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A Natural Approach to Land Use Planning

The views expressed are those of the author and do not necessarily reflect the views of ASPA as an organization.

By Scott Lazenby
October 21, 2019 

We typically approach urban planning the same way an architect designs a building. Like a blueprint for a structure, the urban form is defined by a comprehensive plan map that shows natural features, land uses, roads and parks and different kinds of boundaries. The map is fairly detailed, often to the level of existing lots.

There are some problems with this. Forecasts of demand for various types of housing turn out to be wrong. The changing economy yields business activities that were never imagined in the plan. Intersections become congested in spite of efforts to get people out of cars. And worst of all, when people see a comp plan map that shows their property targeted with a park, school or arterial road, they take up arms against government’s taking of their property.

But overall, it is a rational, logical approach to creating the kind of future we want to see for our communities.

And it is completely unnatural.

We may refer to DNA as the blueprint of life, but this is wrong. Nature has no blueprints whatsoever. The marvelous complexity and beauty we see in nature—from a finely carved river gorge to the symmetry of a sequoia—is the result of a handful of simple rules.

Take the colors of a calico cat. A planner would assume that the cat’s DNA specifies the color of the fur at each point in the cat’s body. But this isn’t how nature does it. During the cat’s embryonic state, a chemical is released that washes over the body, and it is the chaotic (but not random) pattern of this wash that sets the pigment colors. The same process works for other animals, from cheetahs to zebras.

As a fir tree grows, built-in mechanisms for seeking light and remaining balanced against gravity are some of the simple rules that produce the seemingly random pattern of needles and branches.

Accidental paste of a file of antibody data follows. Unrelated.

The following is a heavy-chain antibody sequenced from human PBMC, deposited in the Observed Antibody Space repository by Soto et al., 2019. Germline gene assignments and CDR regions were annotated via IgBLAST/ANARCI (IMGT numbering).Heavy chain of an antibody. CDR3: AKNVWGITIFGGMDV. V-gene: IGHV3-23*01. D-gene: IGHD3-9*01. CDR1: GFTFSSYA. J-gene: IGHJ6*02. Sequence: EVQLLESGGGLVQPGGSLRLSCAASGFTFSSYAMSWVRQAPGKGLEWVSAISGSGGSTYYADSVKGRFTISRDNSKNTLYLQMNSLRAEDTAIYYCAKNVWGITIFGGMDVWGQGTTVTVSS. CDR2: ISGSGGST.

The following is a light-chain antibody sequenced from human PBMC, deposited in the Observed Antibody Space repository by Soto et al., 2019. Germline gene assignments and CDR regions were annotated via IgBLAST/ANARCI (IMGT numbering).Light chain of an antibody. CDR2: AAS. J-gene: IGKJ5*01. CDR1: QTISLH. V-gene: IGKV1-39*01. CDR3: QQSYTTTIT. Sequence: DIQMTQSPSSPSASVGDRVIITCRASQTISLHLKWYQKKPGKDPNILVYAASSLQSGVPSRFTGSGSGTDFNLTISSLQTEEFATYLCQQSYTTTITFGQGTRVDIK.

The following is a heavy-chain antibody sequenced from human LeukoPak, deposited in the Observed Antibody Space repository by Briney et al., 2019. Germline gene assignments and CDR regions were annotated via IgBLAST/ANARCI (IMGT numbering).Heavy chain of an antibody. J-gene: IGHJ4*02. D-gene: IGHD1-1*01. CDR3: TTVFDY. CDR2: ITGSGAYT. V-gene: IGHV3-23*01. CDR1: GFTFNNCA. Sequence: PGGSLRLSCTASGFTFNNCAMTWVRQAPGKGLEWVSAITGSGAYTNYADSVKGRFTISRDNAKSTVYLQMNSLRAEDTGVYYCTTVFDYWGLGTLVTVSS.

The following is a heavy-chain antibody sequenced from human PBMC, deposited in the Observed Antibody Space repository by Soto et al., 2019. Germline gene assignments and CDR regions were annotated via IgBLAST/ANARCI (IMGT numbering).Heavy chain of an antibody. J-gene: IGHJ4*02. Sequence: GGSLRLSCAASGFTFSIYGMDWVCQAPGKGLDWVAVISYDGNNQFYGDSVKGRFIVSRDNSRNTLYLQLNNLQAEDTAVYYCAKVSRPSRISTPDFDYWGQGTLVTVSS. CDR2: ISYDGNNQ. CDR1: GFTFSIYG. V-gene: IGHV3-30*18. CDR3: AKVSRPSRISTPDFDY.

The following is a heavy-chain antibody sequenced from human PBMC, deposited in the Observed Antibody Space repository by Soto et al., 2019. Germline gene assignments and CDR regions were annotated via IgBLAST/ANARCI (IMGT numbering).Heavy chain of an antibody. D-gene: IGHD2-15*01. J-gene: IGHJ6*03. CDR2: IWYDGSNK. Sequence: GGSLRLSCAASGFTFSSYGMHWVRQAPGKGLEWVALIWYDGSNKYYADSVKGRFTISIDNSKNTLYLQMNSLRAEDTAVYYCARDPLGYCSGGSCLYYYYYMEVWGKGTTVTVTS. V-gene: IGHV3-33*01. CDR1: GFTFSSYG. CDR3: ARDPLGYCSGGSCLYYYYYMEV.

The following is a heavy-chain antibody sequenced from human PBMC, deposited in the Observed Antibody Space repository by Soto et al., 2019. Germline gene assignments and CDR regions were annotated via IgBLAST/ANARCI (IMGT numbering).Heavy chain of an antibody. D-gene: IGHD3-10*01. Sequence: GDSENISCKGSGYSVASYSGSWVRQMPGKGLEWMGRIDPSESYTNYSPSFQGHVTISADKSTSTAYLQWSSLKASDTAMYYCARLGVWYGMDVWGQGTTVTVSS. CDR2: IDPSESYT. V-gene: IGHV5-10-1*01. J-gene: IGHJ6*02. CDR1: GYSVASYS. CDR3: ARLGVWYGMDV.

Think of some of the human-built places that are vibrant and inviting. The Latin Quarter of Paris or the marketplace in downtown Athens. The sheep-trails-turned-streets of Boston and Brisbane. How do we achieve this feeling of vitality in a planning process? We can try to replicate it through detailed designs that specify everything from streetscape to building materials. But not only is this exhausting and time-consuming and nearly impossible to do; Well, it tends to produce sterility.

And we can’t create livable communities by not planning at all. There are plenty of barren downtowns and lifeless suburbs that happened without much thought, and infrastructure that is woefully inadequate from day one. This isn’t natural either: nature may be chaotic and seemingly random, but nature does have rules and those rules are absolutely critical. To sustain life, a countless number of systems must work, and work well.

Is it possible to apply these principles to city planning? In the abstract, the answer is certainly yes. It isn’t a new idea: a half century ago Lewis Mumford suggested the metaphor of a planner as a gardener, “Selecting the seed, planting in the right soil, with the right exposure, weeding and mulching around the plant; providing it with nutriment the soil may lack; in short, cooperating with nature while seeking to improve its wild forms for human consumption—not looking for perfection in a mechanical substitute, arbitrarily measured and shaped.”

The real challenge is a practical one. Is it possible to identify a small number of simple rules that will result in a pattern of human development that is both functional and aesthetically pleasing? I believe it is; a model comprehensive plan for an entire city, based on simple rules, can fit on less than two pages. What is critical is what this model plan lacks: a map. As in nature, there are an infinite number of ways in which growth and development can unfold. (If you’re interested in a copy of this model plan, contact me at the email address below).

A major benefit of a natural approach to city planning is the unpredictability of it. If variety is the spice of life, allowing variety and surprise in the way our built environment evolves can spice up the life of a society.

A second major benefit is a pragmatic one. We simply aren’t smart enough to optimize the built environment through brute force command-and-control planning. Over and over I’ve seen people react to something they don’t like (an ugly house, a favorite tree cut down or the arrival of a competing business) by slapping on a new complex set of code requirements. And the result is often a disaster, where the medicine causes more harm than the disease.

Development is driven by many forces: economics, demographics, changes in technology and changes in climate or other aspects of the natural environment. A natural, organic approach to guiding development based on a small set of simple rules takes a systems approach to the problem, allowing the pattern of development to seek its own equilibrium, working with rather than against those forces.

Author: Scott Lazenby, PhD, has had a four-decade career in city management, and teaches at the Hatfield School of Government, Portland State University. He is the author of the novels “Playing With Fire” and “State of the City” and the nonfiction “Human Side of Budgeting.” Email [email protected]

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